Global demand for packaging machinery is projected to advance 6.5% per annum through 2019 to $52.5 billion. Product sales will be driven by market growth in China and other industrializing nations, where demand for processed food and beverage products and other manufactured goods is expected to post the strongest increases as personal incomes and consumer spending rise. This will result in additional investment in new manufacturing capacity and related packaging machinery in the Asia/Pacific region, the Africa/Mideast region, Eastern Europe, and Central and South America. China alone is expected to account for one-fourth of all new product demand gains through 2019. According to analyst Gleb Mytko, “Food and beverage markets are forecast to account for 55 percent of all new packaging machinery demand generated between 2014 and 2019.” Demand for labeling and coding machines and for filling and form/fill/seal equipment is forecast to grow more than seven percent per annum during the 2014-2019 period. These and other trends are presented in World Packaging Machinery, a new study from The Freedonia Group, Inc., a Cleveland-based industry research firm.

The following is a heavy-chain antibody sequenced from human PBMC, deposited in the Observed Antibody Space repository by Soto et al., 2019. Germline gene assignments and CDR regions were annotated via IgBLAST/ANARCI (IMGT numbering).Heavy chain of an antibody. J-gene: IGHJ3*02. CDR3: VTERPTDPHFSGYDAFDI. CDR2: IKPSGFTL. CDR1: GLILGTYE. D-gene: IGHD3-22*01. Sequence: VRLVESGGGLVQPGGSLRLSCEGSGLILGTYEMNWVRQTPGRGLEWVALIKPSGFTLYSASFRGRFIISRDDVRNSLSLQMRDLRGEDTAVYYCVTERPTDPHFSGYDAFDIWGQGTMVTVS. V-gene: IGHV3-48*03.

The large, mature North American and West European packaging machinery markets are forecast to register solid gains. Product sales in the US and Germany, the two largest markets in these regions, are expected to moderate after advancing roughly nine percent per annum between 2009 and 2014. In Japan, the world’s third largest national market behind China and the US, demand for packaging equipment will rebound after declining during the previous five-year period, largely due to a 2014 drop in product sales from post-recession market peaks hit in 2012 and 2013. Manufacturing activity in North America, Western Europe, and Japan is projected to increase and drive fixed investment spending gains going forward. Consumer spending in these areas will also rise as economic conditions improve further, encouraging suppliers to boost production and invest in new packaging equipment. Firms in developed parts of the world will also increase output because of new export opportunities.